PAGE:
Summary and Info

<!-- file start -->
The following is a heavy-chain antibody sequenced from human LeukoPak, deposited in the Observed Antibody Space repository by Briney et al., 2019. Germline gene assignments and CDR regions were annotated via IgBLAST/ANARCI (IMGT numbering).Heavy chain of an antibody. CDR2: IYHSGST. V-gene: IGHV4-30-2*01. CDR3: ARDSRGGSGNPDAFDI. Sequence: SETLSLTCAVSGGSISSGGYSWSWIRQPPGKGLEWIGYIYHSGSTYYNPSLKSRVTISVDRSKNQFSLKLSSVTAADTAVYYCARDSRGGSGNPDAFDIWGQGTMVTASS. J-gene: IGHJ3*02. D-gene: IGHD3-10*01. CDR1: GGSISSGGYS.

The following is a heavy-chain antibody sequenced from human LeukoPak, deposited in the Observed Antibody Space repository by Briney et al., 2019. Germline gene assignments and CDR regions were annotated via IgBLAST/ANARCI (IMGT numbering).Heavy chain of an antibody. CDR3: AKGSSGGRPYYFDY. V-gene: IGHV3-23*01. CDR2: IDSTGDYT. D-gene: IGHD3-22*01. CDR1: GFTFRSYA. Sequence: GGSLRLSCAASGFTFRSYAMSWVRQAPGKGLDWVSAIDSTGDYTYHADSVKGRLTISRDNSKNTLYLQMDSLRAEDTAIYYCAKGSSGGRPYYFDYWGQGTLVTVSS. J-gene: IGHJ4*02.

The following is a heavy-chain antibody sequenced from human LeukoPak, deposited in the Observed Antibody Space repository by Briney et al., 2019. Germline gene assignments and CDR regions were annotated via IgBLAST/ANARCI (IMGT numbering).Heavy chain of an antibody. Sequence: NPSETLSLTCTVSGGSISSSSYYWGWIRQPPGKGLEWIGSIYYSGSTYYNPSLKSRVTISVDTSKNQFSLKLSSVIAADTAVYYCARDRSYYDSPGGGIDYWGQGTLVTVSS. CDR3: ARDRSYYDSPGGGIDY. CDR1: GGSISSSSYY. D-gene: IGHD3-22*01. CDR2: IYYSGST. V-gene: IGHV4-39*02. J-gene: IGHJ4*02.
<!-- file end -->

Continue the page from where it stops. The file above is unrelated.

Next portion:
The theory of metallic conduction has, until recently, been confined to crystalline metals with atoms in regular arrays. The discovery of solid amorphous alloys led to an explosion of measurements of their electronic properties, and the emergence of a range of interesting low temperature phenomena. The book describes in physical terms the theory of the electrical conductivity, Hall coefficient, magnetoresistance and thermopower of disordered metals and alloys. The author begins by showing how conventional Boltzmann theory can be extended and modified when the mean free path of the conduction electrons becomes comparable with their wavelength and interionic separation. Dugdale explores the consequences of this and tests the theory by applying it to experimental data on metallic glasses. Designed as a self-contained review, the book will appeal to nonspecialist physicists, metallurgists and chemists with an interest in disordered metals.
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